• Emotions result from sensory input. All sensory input must go through the Thalamus.
    • Emotions are the result of central processing from the Thalamus to cortex and autonomic nervous system
  21. Schachter's Cognitive Model of Emotion
    • We become aware of physiological reactions, we seek to identify the cause, and we attribute the reactions to our environmental conditions
    • All emotions are essentially the story that the brain makes up to explain the bod reactions
  22. Shacter-Singer Experiment
    • Participants were given an injection of epinephrine, which increases autonomic arousal, or placebo and they were told what to expect (informed), were told a list of side effects not produced by eepinephrine (misinformed) or were not told anything (uninformed)
    • Informed were less affected by confederate because they attributed their physiological reactions to injection
    • Cognitive processes play a role in the interpretation of emotion
  23. The Limbic System
    Emotional expression and experience are mediated by a system of interconnected forebrain structures known as the Papez circuit (later expanded and called the limbic system by MacLean)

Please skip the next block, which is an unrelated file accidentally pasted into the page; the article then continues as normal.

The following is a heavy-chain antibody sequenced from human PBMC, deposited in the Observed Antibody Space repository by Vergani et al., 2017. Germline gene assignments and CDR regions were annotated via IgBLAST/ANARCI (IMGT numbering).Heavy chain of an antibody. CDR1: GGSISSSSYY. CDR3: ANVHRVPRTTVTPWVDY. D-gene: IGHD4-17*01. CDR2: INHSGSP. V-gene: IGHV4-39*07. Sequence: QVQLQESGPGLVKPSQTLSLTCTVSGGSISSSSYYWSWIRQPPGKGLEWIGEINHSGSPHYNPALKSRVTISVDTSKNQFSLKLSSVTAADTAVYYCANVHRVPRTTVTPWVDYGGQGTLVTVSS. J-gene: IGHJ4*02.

24. Decorticate rage
    Sudden intense rage in dogs with their cortex removes-suggests that the cortex inhibits rage
  25. Phineas Gage
    • Tamping iron through face, skull, and brain and out the other side
    • Damage to medial prefrontal lobes
  26. Amygdala
    Involved in mediating fear and in memories associated with emotionally arousing situations (stressful condition)
  27. Auditory Fear Conditioning
    • Blocked with medial geniculate nucleus (MGN) lesions - remember this would destroy auditory sensory pathways
    • Not affected by auditory cortex leions - Conslusion: Fear Conditioning is not processed by cortex
    • Critical pathway: MGN also projects to amygdala
    • Amygdala lesion blocks fear conditioning - animals never learn to associate the tone with the shock and never elicit a conditioned response (i.e., freezing)
  28. Galvanic skin response
    measure of sympathetic nervous system activity
Card Set
PSY 241 Lecture 20
arturo zavala psychobiology drug abuse 3 emotion